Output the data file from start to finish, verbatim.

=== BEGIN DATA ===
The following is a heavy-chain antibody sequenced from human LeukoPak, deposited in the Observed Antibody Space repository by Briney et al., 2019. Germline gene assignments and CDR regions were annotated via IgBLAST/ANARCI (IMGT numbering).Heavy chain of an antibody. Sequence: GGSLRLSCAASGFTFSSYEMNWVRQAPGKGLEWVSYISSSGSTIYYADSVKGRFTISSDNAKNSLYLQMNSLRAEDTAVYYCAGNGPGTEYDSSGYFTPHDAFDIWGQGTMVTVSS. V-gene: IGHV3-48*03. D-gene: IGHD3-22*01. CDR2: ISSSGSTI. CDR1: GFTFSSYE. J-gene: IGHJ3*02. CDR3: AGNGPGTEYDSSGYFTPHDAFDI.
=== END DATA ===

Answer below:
The following is a heavy-chain antibody sequenced from human LeukoPak, deposited in the Observed Antibody Space repository by Briney et al., 2019. Germline gene assignments and CDR regions were annotated via IgBLAST/ANARCI (IMGT numbering).Heavy chain of an antibody. Sequence: GGSLRLSCAASGFTFSSYEMNWVRQAPGKGLEWVSYISSSGSTIYYADSVKGRFTISSDNAKNSLYLQMNSLRAEDTAVYYCAGNGPGTEYDSSGYFTPHDAFDIWGQGTMVTVSS. V-gene: IGHV3-48*03. D-gene: IGHD3-22*01. CDR2: ISSSGSTI. CDR1: GFTFSSYE. J-gene: IGHJ3*02. CDR3: AGNGPGTEYDSSGYFTPHDAFDI.